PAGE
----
Looking to tighten his grip on one of the remaining qualifying spots for the Nitto ATP Finals, Italian, Matteo Berrettini targets a quarter final spot in Vienna when he faces fellow US Open semi-finalist, Grigor Dimitrov on Wednesday.
At the start of the week, Berrettini occupied the eighth and final qualifying spot for the season-ending finals, but he is far from assured a spot in London, with a long chasing park breathing down his neck. He was just 40 points ahead of ninth-placed Roberto Bautista-Agut, and 200 clear of David Goffin in tenth heading into the twin ATP 500 tournaments in Basel and Vienna. There is very little margin for error in the penultimate week of the ATP regular season.
With Alexander Zverev suffering a first round defeat in Basel on Tuesday, Berrettini has got an opportunity to leapfrog the German into seventh on the race with a strong run in Vienna, setting himself nicely for next week’s Paris Masters, when the final spots of an intriguing race will be decided.
London qualification would have been far from Berrettini’s agenda at the start of the season, which he began just outside the top-50, but he has accelerated up the rankings through the year to a current career-high ranking of 11th. The Italian has claimed two titles in 2019, in Budapest and Stuttgart, while he made a final in Munich (lost to Cristian Garrin), but his most memorable run came arguably at the US Open, where he reached his maiden Grand Slam semi-final. Berrettini has also contested semi-finals in Sofia, Halle and most recently in Shanghai, where he advanced to the last four of a Masters 1000 tournament for the first time in his career.
The 23-year-old opened his Vienna campaign with a three-set victory over Kyle Edmund on Monday, rallying from a set down to score a 3-6 6-3 6-4 win over the Brit in just over two hours. The Italian was slow off the blocks against Edmund, dropping his serve early and requiring the trainer to attend to an ankle problem, but he got better as the match progressed, striking ten aces and saving four of the five break points he faced.
He’s got an intriguing second round meeting with Grigor Dimitrov, who has been in a lull since making the semi-finals of the US Open.
Dimitrov’s troubles in the last couple of seasons have been well-documented, but he appeared to have turned a corner with that fine run at Flushing Meadows, which included a five-set win over Roger Federer. However, he has since slipped into his pre-New York form, winning just two matches in the four tournaments he has played since the US Open.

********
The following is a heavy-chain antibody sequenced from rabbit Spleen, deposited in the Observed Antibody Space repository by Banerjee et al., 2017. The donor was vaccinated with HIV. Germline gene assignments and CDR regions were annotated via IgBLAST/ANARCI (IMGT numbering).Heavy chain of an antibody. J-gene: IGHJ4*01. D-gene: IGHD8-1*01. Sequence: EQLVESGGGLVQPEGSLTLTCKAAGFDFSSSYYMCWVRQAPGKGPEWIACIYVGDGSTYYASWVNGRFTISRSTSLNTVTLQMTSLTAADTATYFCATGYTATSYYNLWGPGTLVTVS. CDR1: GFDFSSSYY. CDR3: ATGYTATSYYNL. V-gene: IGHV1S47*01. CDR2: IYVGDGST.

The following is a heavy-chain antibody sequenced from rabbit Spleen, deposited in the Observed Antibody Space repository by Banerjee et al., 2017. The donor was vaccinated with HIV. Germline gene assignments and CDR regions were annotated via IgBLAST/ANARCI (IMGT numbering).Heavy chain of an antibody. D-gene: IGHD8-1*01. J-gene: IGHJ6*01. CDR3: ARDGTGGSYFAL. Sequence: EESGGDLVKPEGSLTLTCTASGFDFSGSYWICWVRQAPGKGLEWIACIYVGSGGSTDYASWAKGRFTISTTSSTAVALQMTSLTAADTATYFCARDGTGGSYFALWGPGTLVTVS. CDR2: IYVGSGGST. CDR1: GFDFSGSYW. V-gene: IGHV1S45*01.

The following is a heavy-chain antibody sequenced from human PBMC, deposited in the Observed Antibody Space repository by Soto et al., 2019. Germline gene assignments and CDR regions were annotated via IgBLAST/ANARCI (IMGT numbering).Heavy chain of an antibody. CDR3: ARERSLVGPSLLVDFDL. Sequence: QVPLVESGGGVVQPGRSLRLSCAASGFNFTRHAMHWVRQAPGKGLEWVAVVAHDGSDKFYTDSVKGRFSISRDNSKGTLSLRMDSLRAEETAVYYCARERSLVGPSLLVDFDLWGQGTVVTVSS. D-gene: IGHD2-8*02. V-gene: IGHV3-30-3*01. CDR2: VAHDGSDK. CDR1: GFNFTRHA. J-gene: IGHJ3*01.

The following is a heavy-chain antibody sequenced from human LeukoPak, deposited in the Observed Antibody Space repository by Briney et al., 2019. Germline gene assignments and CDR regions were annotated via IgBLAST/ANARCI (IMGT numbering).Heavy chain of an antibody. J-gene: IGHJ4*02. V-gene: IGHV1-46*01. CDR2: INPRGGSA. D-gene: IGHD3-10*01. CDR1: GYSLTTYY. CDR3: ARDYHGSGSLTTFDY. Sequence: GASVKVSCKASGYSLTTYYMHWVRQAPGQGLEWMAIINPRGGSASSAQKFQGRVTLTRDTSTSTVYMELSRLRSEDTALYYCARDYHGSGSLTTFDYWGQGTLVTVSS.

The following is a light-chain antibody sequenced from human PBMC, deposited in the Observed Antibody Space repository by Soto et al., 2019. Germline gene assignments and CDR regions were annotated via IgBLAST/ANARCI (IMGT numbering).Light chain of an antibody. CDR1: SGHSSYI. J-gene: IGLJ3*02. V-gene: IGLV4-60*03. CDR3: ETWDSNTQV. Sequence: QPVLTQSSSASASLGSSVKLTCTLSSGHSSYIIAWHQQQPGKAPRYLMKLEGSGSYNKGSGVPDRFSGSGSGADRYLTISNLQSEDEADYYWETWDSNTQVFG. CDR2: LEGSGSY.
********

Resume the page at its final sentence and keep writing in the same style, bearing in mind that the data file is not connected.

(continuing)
That US Open run completely dwarfs every other thing Dimitrov has done (or not done) this season, with his other noteworthy results being a fourth-round showing at the Australian Open, and a quarter final in Brisbane at the start of the year. The 28-year-old is 18-19 for the year, and has failed to cross the first round in ten tournaments this season. The 2017 Nitto ATP Finals titlist, and former world No. 3 was ranked 78th before the US Open, but he shot into the top 30 after Flushing Meadows, and is currently ranked 29th in the world. His form has not been good since New Yok, and he will be looking to change that in Vienna.
The Bulgarian defeated Daniel Evans in Chengdu in his first match after the US Open, but he then lost his next three matches, exiting Beijing and Stockholm in the opening rounds, before returning to winning ways in Vienna, where he took out Bosnia’s Damir Dzumhur 6-3 7-5 in the first round. Despite being broken three times in the match, Dimitrov was always in control of the contest during which he served six aces, won 79% of his first serve points, and converted five of the eleven break points he created.
Dimitrov is making his second appearance in Vienna, and he has already bettered his performance from his first visit from the 2018 season, where he fell to Mikhail Kukushkin in the first round. Now he seeks just his fourth quarter final of the season when he confronts Berrettini on Wednesday.
He defeated Berrettini in their only previous meeting in Monte Carlo earlier this year, and he does possess the variety, athleticism and defence to make this awkward for the Italian- if he reenacts the sort of form that propelled him to the US Open semi-finals, and once pushed him to No. 3 in the world. However, the former world No. 3 has had so many losses this season that he has become very difficult to back. Berrettini on the other hand has got his sights set on London, and provided he serves as well as he can, I think he will be too powerful for the Bulgarian.
Matteo Berrettini vs Grigor Dimitrov is live from Vienna on Wednesday, 23 October from 5:30pm local time/ 4:30pm BST